Harsh Wind: The Secret to Soaring When Life Kicks Hard

Life can be undeniably rugged. I was reminded of this while watching a reality show filmed in Alaska. The family homestead was in constant motion. Kids galore, parents, and grandparents were feeding animals, harvesting fields, storing up for winter’s blast, which was right around the corner. Certainly, no one was sittin’ round the campfire—it was all work before winter’s blast.

I put on a coat when the next episode started.

By show’s season end, it was undeniably clear that surviving Alaska’s untamed frozen tundra was for a select few. I would become dreadfully mean, irritable, desperate with a hacking, wet cough.

Yet there is something indescribably pristine about Alaska. Snowcapped mountains wrapped with miles of thick ice. Rivers bursting with eager salmon swarming upstream to spawn. Soaring eagles sinking their claws into food for their young. It’s wild creation—colored canopies, wooded scents, mossy soil, mysterious icy caverns—especially delightful to behold from the comfort of a warm home with running water and indoor plumbing.

The Wild Life

It’s one thing to see the wilds of Alaska; it’s another thing to live in the wilds of Alaska. Those who live in the elements are forced to cultivate survival qualities that are impossible to develop merely by watching a TV program or reading a book. The same thing can be said about the Bible. It’s one thing to read the Bible, to watch a biblical account on TV, to learn passages of Scripture; but to develop one’s character and to live by faith is like being dropped into the wild. To grow as a Christian, we must experience those grueling climbs out of our dark caverns, survive some treacherous cliffs, swim against the tide of a lusty, fallen culture, and wait in the freezing-cold-to-the-bone tundra . . . often all alone.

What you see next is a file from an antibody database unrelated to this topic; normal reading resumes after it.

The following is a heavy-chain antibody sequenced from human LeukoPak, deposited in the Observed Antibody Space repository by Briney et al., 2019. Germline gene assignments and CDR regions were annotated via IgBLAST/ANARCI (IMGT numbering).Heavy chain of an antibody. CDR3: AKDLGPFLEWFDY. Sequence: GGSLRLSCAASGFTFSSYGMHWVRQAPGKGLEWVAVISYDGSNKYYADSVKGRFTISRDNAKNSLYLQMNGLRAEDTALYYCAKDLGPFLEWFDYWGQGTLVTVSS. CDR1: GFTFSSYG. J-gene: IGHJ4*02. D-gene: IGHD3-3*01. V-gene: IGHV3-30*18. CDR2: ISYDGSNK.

Virtue is beautiful; growing virtuous is hard.

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Alaskan eaglets are great examples of this principle. From birth, it’s survival of the fittest; sibling rivalry knocks out the weak ones, and the few who survive are in for a whole new game of “catch and release.” When it’s time, the mother kicks her offspring out of the nest—she punts that baby out in order to teach it to fly. (I would prefer a video or instruction manual, but she prefers to just punt.) The eaglet screams and squeals, flopping its downy feathers in the frosty air without much luck. Just before impact, some of the time the parent will swoop down and catch the terrified ball of fluff, lifting it back home.

How I wish this was more comforting, but the reality is that these flying lessons usually last several hours—punt and swoop, punt and swoop—until it’s finally punt and fly. What may seem ever so mean is the necessary act required for an eagle to survive.

Free Falling Is Terrifying

Has God put you through flying lessons lately? Have you been punted out of your nest—your comfort zone that keeps you insulated from life’s harsh realities? The Christian life isn’t for the faint of heart; the wings of your faith will never grow strong and thick and hearty if you stay in your nest. And there is nothing fun or fancy about the free fall—it’s terrifying. Yet our God promises to swoop down, to catch our flailing lives and carry us in the shelter of His wings—safe, secure, warm (Exodus 19:4; Deuteronomy 32:11). But He will not allow us to stay there indefinitely. His love does not coddle us; it renews our strength so we can grow and change—and soar.

How badly do you want to soar? How high do you want to fly? Remember, the Lord will lift us on wings like the eagles, but you have to get out of the nest. Maybe it’s time to stop complaining about the free fall, to let go of bitterness and resentment. No nest is perfect: parents blow it, friends take off, pastors mess up, and leaders can be totally lost.

When life’s circumstances push you out of the nest, lean in. Lean into the free fall as an opportunity to learn to fly, and trust the Lord to help you land. Yes, it’s painful, it’s hard, it’s not fun or comfortable or easy. It wasn’t for Christ either—He learned obedience through the things He suffered (Hebrews 5:8). Don’t wait another minute. Get out of that nest of comfort and predictability and trust God. I promise; the view is indescribable!

Let Me Hear from You

From one eaglet to another, let’s fly together. I long to connect with you, to lift your spirits, breathe life and hope into your life, and to be a wind beneath your wings. Let me know what you need, and let’s enjoy the view together.

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